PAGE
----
Make sure your approach to passwords is robust. All laptops and desktop devices should use encryption products that also require a password, while mobile devices should have password or PIN protection, or fingerprint recognition. Use 2-factor authentication (2FA) wherever possible and encourage employees to avoid using predictable passwords like family or pet names. Ensure staff can store passwords safely, away from the device, and that they can reset their own passwords easily.

Protect your network, defending the perimeter, filtering out unauthorised access and malicious content. Monitor and test security controls. An awareness of any unusual activity will help you guard against attacks.

Tip 3 - leverage existing schemes

Tip 3 - leverage existing schemes Orange background.

The most important stuff isn't complex. Getting the basics right with Cyber Essentials can greatly reduce the threats.

Richard Bach, Co-founder & Director, XQ Cyber

There is lots of help out there, with online training for cyber security awareness and certified courses for anyone with operational responsibility.

Concerned about where to start? Adhering to the 5 controls recommended in the government-backed Cyber Essentials scheme could prevent up to 80% of all cyber attacks. Cyber Essentials is designed to help SMEs guard against the most common cyber attacks with an online self-help guide that covers securing your internet connection, securing devices and software, controlling access to your data and services, protecting from viruses and other malware, and keeping your devices and software up to date.

Several other trusted solutions and schemes are available to help keep your cyber security in check, including GCHQ certified cyber security training for awareness and application levels. Other providers include IT Governance, SANS and IASME.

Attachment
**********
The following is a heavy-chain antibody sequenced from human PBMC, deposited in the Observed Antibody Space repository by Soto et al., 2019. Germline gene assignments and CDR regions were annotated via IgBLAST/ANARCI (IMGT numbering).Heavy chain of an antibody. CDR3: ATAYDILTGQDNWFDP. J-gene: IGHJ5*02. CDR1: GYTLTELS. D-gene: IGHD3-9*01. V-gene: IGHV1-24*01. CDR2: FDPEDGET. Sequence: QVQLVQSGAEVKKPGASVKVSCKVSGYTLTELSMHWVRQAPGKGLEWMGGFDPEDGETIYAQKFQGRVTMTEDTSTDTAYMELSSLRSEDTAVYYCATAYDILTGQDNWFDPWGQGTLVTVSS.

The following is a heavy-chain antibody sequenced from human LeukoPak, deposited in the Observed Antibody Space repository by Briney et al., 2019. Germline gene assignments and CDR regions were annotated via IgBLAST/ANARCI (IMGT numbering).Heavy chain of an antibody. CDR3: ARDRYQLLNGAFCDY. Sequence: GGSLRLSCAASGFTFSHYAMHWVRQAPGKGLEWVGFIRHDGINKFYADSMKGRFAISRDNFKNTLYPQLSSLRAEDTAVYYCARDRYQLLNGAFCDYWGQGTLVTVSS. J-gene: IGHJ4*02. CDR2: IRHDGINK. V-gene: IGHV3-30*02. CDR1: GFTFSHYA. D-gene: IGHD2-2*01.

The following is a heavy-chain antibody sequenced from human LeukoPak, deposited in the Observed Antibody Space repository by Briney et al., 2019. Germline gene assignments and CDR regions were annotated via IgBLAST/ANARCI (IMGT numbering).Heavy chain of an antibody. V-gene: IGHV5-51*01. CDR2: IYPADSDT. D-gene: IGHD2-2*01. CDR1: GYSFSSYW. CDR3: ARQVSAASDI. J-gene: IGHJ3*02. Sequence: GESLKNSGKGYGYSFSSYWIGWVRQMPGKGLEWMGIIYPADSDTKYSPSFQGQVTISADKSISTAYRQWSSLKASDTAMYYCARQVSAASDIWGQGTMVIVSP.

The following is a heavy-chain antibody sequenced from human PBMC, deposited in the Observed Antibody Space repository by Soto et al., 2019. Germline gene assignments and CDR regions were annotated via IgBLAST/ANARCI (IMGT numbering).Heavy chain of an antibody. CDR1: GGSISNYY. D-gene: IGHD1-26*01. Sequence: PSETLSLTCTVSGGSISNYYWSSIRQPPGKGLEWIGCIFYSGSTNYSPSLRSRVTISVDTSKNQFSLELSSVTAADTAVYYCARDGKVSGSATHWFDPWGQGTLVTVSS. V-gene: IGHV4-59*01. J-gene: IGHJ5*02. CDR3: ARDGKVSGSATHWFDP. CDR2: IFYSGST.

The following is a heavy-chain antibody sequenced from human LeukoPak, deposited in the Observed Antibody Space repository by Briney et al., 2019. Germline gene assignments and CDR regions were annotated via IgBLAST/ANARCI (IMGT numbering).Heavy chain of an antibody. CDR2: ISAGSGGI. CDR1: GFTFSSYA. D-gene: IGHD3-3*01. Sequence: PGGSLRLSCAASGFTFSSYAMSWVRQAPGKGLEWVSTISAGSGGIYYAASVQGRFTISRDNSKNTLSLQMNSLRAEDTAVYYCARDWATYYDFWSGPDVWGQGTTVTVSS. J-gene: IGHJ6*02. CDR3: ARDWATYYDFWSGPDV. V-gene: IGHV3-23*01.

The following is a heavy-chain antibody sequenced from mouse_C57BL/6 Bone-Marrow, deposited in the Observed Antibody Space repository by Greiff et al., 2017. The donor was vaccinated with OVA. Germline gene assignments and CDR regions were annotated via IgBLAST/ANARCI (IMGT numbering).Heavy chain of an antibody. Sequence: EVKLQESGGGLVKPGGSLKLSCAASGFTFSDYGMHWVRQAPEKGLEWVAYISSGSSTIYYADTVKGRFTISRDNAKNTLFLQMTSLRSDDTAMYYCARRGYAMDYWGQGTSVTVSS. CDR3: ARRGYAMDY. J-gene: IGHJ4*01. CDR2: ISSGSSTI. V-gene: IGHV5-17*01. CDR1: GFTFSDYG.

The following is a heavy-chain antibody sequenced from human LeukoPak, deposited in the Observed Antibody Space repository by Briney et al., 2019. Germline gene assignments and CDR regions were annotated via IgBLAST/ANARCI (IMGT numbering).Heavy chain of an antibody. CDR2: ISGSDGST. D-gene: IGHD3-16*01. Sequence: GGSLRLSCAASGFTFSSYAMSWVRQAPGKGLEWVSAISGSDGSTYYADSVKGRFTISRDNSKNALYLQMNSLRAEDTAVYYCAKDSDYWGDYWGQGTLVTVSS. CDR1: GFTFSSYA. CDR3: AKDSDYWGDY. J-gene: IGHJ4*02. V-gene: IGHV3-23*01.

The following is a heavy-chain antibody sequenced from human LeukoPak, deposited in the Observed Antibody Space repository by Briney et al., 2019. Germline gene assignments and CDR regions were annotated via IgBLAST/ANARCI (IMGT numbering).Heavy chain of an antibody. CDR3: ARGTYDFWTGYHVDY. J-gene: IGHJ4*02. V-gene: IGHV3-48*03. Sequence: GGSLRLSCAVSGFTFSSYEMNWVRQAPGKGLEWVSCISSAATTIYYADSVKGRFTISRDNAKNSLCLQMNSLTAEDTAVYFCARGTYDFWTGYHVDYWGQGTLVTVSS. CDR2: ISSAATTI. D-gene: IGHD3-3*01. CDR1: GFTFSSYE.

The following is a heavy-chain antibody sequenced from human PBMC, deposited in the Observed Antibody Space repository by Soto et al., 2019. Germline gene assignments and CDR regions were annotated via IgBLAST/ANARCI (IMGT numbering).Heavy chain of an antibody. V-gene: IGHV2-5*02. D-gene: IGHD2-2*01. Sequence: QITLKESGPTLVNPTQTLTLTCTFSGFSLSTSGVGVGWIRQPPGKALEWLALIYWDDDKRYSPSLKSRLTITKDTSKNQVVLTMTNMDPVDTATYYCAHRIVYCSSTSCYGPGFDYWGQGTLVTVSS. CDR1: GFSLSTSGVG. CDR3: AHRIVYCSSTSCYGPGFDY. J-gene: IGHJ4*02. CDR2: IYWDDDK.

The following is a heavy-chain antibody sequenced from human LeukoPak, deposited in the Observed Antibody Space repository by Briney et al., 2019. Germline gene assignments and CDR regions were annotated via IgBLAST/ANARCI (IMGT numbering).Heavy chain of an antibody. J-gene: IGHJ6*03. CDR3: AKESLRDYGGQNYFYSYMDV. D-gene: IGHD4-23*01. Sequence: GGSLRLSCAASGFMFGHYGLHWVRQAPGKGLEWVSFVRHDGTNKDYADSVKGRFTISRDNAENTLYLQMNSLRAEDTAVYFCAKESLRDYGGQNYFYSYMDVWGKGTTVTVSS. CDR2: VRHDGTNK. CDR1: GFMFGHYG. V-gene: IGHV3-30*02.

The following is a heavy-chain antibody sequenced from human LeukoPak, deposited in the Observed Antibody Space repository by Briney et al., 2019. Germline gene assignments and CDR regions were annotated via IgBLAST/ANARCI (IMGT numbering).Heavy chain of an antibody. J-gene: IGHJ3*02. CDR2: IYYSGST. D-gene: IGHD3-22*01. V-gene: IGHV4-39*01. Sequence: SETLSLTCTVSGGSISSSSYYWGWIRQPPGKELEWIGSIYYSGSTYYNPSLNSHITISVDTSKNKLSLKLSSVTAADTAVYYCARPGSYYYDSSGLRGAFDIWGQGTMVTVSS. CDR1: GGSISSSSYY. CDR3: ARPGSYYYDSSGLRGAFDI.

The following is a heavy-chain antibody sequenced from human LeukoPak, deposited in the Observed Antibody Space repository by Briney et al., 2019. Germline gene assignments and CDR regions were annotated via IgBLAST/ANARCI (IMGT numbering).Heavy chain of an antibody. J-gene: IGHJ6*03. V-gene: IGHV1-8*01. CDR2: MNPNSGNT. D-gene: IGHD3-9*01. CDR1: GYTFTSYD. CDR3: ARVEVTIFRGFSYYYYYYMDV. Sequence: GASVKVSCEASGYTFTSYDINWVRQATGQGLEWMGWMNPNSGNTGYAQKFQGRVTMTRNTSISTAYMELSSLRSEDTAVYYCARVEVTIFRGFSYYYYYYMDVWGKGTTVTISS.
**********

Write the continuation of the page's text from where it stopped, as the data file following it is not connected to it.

Tip 4 - assume you’ll be hacked

 Tip 4 - assume you’ll be hacked. Hacked! image on a green background.

Prepare and test a plan to identify, communicate and recover to ensure you can rapidly resume business with limited impact.”

Sam Smith, Head of Digital Risk and Security, Cadent Gas Ltd

Every organisation is a potential victim of cyber attack.  So rather than waiting for evidence that you are being, or will be, targeted by specific threats, it is safer to assume that you will be hacked sooner or later.

It’s important to have a policy in place for dealing with a cyber attack – how will your business manage a temporary period of down-time? Are you backing up your business-critical systems and information? How safe is your customer data?

To ensure your company’s cyber-resilience, it’s vital to ensure confidential information is ring-fenced and protected, manual processes are in place to ensure business continuity, and you have an incident response plan – including how you’ll deal with PR and customer communications.

Limiting the number of employees with administrative privileges and ensuring your policies and processes are regularly updated and clearly understood is vital. Stay up to date with legal and regulatory requirements, and make sure you have appropriate insurance in place to protect your business against loss and liability.

Taking a proactive approach to cyber security will help you reduce the risks of attack and ensure that, in the event of a security breach, your business in is good shape to mitigate the impact.